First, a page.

The hotel zone had malls like in the US with McDonalds, Johnny Rocket, etc. Indeed, the entire zone felt like being in America in Mexico. Only the service staff was Mexican, but that is also the case in California. The only difference was the sun and beach. Most of the guests I talked to or overheard were Americans or Canadians, but there were tourists from several European countries too.
Cancun’s township, called El Centro, was about a 45 min ride on a regular and comfortable bus. It is a Mexican city with about 750,000 people with hints of the US such as Walmart, Sam’s Club and Costco. In the flush of newly acquired wherewithal, middle class consumerism has taken to junk food in a big way. Mexicans have become almost as obese as Americans according to an Economist supplement. This was especially evident among the spectators of the parade in Merida. Much of the food in stalls was deep fried and/or laced with sugar and accompanied with Coca Cola or beer with no concession to their diet varieties. I wandered into El Centro a few times to eat at the restaurant in which my friend was a partner and try other places, especially Mayan, recommended in the guide book.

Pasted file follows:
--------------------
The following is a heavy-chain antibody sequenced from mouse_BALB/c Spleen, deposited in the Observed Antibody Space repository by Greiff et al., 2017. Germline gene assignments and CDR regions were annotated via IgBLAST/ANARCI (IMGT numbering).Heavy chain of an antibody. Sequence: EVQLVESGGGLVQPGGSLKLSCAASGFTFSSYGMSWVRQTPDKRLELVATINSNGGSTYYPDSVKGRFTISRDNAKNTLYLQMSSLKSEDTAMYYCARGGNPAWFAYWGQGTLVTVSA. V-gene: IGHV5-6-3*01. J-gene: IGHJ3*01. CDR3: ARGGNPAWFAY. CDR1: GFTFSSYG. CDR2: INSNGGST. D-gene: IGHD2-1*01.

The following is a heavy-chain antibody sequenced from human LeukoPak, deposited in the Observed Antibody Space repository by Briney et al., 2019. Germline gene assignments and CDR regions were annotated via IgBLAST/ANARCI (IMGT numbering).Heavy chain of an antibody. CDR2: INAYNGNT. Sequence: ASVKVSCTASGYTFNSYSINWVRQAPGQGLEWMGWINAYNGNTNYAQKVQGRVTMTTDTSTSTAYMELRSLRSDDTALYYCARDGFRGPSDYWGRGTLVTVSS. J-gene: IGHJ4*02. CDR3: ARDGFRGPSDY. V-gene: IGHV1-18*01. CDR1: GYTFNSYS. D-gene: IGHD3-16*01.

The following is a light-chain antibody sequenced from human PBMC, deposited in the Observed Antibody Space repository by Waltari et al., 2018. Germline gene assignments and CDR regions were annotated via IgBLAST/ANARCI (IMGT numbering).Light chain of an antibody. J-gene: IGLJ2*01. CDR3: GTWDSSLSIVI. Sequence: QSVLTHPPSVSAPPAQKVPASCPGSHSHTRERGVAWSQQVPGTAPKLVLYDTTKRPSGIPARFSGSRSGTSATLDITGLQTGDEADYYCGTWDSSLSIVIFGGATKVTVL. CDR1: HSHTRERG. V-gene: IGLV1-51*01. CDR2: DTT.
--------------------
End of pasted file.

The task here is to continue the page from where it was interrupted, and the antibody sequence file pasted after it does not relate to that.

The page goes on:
One day I also took a ferry ride from Cancun to Isla Mujeres, the island of women. Apparently, pirates in the 17 th. Century left their women there when they went out to rob merchant ships. Although tourists are evident, the island still has the atmosphere of a fishing village. I was directed by an attractive middle-aged lady from Vancouver, that I chatted with on the ferry, to a restaurant by the beach about 4 miles down from the ferry dock. I got to see most of the island and had a really nice meal by the water looking out at Cancun in the distance. If I go back to Cancun, I would stay on the island. It reminded me of Culebra (Puerto Rico) where I spent a week last year, but with better beaches and climate.